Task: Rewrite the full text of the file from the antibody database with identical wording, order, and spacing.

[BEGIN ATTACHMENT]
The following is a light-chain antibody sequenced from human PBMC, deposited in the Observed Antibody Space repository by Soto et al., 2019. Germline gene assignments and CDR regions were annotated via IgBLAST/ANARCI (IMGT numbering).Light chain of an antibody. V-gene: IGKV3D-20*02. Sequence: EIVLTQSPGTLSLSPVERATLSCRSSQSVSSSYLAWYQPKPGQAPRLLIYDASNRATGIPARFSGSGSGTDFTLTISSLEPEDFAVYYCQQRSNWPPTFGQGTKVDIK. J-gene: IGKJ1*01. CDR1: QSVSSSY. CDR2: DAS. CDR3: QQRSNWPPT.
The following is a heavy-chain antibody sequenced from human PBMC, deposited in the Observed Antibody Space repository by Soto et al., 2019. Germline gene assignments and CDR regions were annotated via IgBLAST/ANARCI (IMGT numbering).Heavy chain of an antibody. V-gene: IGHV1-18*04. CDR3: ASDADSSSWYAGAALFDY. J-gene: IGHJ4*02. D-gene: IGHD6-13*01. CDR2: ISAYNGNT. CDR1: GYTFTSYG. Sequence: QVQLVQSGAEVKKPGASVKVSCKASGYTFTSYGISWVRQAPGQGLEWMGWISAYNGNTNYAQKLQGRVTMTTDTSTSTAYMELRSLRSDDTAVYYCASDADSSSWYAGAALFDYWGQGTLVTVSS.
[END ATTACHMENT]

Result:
The following is a light-chain antibody sequenced from human PBMC, deposited in the Observed Antibody Space repository by Soto et al., 2019. Germline gene assignments and CDR regions were annotated via IgBLAST/ANARCI (IMGT numbering).Light chain of an antibody. V-gene: IGKV3D-20*02. Sequence: EIVLTQSPGTLSLSPVERATLSCRSSQSVSSSYLAWYQPKPGQAPRLLIYDASNRATGIPARFSGSGSGTDFTLTISSLEPEDFAVYYCQQRSNWPPTFGQGTKVDIK. J-gene: IGKJ1*01. CDR1: QSVSSSY. CDR2: DAS. CDR3: QQRSNWPPT.
The following is a heavy-chain antibody sequenced from human PBMC, deposited in the Observed Antibody Space repository by Soto et al., 2019. Germline gene assignments and CDR regions were annotated via IgBLAST/ANARCI (IMGT numbering).Heavy chain of an antibody. V-gene: IGHV1-18*04. CDR3: ASDADSSSWYAGAALFDY. J-gene: IGHJ4*02. D-gene: IGHD6-13*01. CDR2: ISAYNGNT. CDR1: GYTFTSYG. Sequence: QVQLVQSGAEVKKPGASVKVSCKASGYTFTSYGISWVRQAPGQGLEWMGWISAYNGNTNYAQKLQGRVTMTTDTSTSTAYMELRSLRSDDTAVYYCASDADSSSWYAGAALFDYWGQGTLVTVSS.